Search Results: "Geoffrey Strachan"


BOOK REVIEW

THE CRIME OF OLGA ARBYELINA by Andreï Makine
FICTION & LITERATURE
Released: Sept. 1, 1999

"As chilling and finely charted a descent into madness as has ever been imagined, with many extraordinary moments along the way: all imbued with a wrenching combination of love and despair, fire and ice."
Another astonishingly beautiful story from Makine (Once Upon the River Love, 1998), this one unutterably sad, plumbing the depths of an ÇmigrÇ Russian mother's despair at the course of her son's sexual awakening during the bitter postwar winter of 1946 in rural France. Read full book review >

BOOK REVIEW

A HERO’S DAUGHTER by Andreï Makine
MYSTERY THRILLER
Released: Aug. 1, 2003

"Undistinguished in method, yet a telling chronicle of hypocrisy, cynicism, exploitation, and decline in a once-great power."
Makine (Music of a Life, 2002, etc.) offers a ploddingly conventional yet captivating tale of glory eroding into depravity in the USSR between WWII and perestroika. Read full book review >

BOOK REVIEW

THE LIFE OF AN UNKNOWN MAN by Geoffrey Strachan
FICTION & LITERATURE
Released: June 5, 2012

"A lyrical little novel about hope triumphing over adversity."
Makine presents a story within a story and thus winds up focusing on the lives of two "unknown men." Read full book review >

BOOK REVIEW

ADAM HABERBERG by Yasmina Reza
FICTION & LITERATURE
Released: Jan. 9, 2007

"One would not want to spend more than half a day with Adam Haberberg."
Half a day in the life of a failed Parisian novelist. Read full book review >

BOOK REVIEW

MUSIC OF A LIFE by Andreï Makine
FICTION & LITERATURE
Released: Aug. 1, 2002

"A masterly dramatization of 'the disconcerting simplicity with which broken lives are lived.'"
With matchless delicacy and economy, Makine (Requiem for a Lost Empire, 2001, etc.) chronicles a talented musician's victimization by the Stalinist purges of the WWII years. Read full book review >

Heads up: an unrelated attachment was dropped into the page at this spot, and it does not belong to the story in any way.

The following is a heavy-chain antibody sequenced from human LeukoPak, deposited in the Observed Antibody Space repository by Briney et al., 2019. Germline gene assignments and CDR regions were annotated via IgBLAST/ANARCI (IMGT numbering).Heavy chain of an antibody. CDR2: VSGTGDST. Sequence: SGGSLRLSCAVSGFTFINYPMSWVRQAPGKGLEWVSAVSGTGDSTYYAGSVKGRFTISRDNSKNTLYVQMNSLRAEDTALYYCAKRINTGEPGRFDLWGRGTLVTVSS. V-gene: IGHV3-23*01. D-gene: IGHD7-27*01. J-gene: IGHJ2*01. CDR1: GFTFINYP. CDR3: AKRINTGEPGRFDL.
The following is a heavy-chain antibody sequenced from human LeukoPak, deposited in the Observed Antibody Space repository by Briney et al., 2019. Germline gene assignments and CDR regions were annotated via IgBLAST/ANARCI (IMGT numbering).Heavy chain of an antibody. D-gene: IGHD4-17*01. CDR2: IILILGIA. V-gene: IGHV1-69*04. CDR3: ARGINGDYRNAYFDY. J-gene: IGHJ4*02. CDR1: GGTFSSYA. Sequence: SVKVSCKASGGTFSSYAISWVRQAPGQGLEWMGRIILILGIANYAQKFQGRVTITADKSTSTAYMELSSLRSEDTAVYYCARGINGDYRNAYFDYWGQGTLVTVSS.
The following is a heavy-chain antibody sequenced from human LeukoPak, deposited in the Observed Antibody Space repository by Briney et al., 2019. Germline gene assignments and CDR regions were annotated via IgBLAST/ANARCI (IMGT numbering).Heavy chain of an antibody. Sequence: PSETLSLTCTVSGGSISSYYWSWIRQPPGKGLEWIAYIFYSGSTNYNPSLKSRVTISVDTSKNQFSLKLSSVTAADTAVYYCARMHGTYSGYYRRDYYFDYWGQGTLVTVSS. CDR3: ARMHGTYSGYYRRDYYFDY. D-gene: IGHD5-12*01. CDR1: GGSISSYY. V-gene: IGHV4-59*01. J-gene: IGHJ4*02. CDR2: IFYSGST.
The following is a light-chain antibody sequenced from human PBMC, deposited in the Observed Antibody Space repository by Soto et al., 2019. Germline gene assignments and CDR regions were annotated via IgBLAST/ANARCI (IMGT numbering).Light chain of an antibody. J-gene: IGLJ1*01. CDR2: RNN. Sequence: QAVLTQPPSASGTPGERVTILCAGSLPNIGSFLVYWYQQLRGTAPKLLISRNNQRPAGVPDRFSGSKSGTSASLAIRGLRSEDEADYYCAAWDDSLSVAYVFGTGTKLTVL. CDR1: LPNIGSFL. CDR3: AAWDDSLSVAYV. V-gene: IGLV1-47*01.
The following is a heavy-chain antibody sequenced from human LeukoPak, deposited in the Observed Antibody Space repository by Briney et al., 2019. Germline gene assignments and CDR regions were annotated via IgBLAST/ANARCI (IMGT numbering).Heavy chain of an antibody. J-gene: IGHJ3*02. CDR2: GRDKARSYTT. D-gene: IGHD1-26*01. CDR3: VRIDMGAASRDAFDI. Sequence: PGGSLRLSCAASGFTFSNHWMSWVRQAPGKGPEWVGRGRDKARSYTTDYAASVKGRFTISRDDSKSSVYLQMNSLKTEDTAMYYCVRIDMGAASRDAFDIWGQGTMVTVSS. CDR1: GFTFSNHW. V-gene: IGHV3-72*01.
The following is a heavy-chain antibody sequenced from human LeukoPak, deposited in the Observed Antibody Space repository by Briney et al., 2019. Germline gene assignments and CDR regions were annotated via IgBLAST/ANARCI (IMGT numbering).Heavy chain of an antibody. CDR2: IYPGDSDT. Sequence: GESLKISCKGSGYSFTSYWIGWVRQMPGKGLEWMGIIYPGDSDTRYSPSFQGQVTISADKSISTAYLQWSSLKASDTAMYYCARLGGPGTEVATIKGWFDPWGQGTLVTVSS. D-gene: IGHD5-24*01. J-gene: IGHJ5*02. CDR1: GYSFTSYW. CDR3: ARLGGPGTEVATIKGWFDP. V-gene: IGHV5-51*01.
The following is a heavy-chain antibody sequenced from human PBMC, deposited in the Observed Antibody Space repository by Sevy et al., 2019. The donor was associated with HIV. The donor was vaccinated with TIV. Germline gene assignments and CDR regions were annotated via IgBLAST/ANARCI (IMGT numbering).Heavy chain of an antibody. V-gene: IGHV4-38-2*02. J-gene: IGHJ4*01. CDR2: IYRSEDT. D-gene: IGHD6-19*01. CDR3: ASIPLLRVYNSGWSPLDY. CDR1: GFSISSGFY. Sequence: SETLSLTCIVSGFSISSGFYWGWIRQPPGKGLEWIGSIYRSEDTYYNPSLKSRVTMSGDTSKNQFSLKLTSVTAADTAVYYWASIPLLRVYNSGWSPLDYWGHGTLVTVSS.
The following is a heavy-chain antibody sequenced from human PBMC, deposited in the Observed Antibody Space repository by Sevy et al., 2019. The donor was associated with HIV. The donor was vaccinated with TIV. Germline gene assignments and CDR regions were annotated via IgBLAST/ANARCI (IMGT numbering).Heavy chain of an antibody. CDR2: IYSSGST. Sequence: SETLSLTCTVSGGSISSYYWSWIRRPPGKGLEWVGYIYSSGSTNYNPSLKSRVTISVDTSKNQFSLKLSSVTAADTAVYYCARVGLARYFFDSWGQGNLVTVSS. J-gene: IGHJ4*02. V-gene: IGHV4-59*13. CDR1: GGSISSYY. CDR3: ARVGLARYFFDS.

BOOK REVIEW

THE LAST BROTHER by Nathacha Appanah
FICTION & LITERATURE
Released: Feb. 1, 2011

"In poetic, occasionally rapturous prose, the novel extends beyond the Holocaust in its attempt to encompass the human condition."
A short, deceptively rich novel, translated from the French, that illuminates an obscure footnote in World War II history. Read full book review >

BOOK REVIEW

CONFESSIONS OF A FALLEN STANDARD-BEARER by Andreï Makine
FICTION & LITERATURE
Released: Oct. 1, 2000

An early (1992) novel by the Russian-born author whose Dreams of My Russian Summers (1997) and other fiction (all written in French) offer meditative ruminations on and muted celebrations of boyhood, romantic imagination, and first love. Read full book review >

BOOK REVIEW

THE JUDGES by Elie Wiesel
FICTION & LITERATURE
Released: Aug. 27, 2002

"Human, unpretentious, compelling explorations of what we are, and why."
From the prolific Nobelist, a novel rather artificially constructed—but for the worthy purpose of looking inside to find what meaning life can hold for any of us. Read full book review >

BOOK REVIEW

THE WOMAN WHO WAITED by Andreï Makine
FICTION & LITERATURE
Released: March 15, 2006

"Another fine work from one of Europe's most lavishly gifted writers."
A young writer is humbled by a story of enduring love in the Russian-born (now French resident) author's ninth novel (The Earth and Sky of Jacques Dorme, 2005, etc.). Read full book review >

BOOK REVIEW

THE EARTH AND SKY OF JACQUES DORME by Andreï Makine
FICTION & LITERATURE
Released: Feb. 1, 2005

"As the Russian-born French author's dual literary citizenship suggests, he may really be both his generation's Chekhov and its Proust."
The attempt to record the star-crossed story of two lovers who meet on a WWII battlefield makes up Makine's limpid eighth novel (following A Hero's Daughter, 2003, etc.). Read full book review >

BOOK REVIEW

A WOMAN LOVED by Andreï Makine
FICTION & LITERATURE
Released: Aug. 4, 2015

"A lively look at the pitfalls of making state-sponsored art."
One of two new books by Siberian-born Makine, this energetic novel takes place in Soviet Russia and tells the story of a doomed film about Catherine the Great. Read full book review >

BOOK REVIEW

BRIEF LOVES THAT LIVE FOREVER by Andreï Makine
FICTION & LITERATURE
Released: Aug. 4, 2015

"Moving and thoughtful, this novel—despite its slight frame—has a lot to say."
Translated from the French in which he writes (The Life of an Unknown Man, 2012, etc.), Siberian-born Makine's slim novel portrays the dangers of communism from the point of view of a romantic man.Read full book review >